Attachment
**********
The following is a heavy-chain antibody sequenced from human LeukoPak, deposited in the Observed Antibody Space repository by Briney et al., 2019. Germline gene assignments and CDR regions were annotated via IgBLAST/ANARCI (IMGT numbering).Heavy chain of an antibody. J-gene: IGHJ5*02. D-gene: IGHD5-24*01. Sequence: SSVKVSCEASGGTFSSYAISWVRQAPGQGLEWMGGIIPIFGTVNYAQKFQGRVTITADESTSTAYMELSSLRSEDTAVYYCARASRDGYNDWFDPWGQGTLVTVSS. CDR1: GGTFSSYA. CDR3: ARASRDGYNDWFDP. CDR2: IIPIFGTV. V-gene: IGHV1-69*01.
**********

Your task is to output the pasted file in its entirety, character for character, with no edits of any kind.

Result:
The following is a heavy-chain antibody sequenced from human LeukoPak, deposited in the Observed Antibody Space repository by Briney et al., 2019. Germline gene assignments and CDR regions were annotated via IgBLAST/ANARCI (IMGT numbering).Heavy chain of an antibody. J-gene: IGHJ5*02. D-gene: IGHD5-24*01. Sequence: SSVKVSCEASGGTFSSYAISWVRQAPGQGLEWMGGIIPIFGTVNYAQKFQGRVTITADESTSTAYMELSSLRSEDTAVYYCARASRDGYNDWFDPWGQGTLVTVSS. CDR1: GGTFSSYA. CDR3: ARASRDGYNDWFDP. CDR2: IIPIFGTV. V-gene: IGHV1-69*01.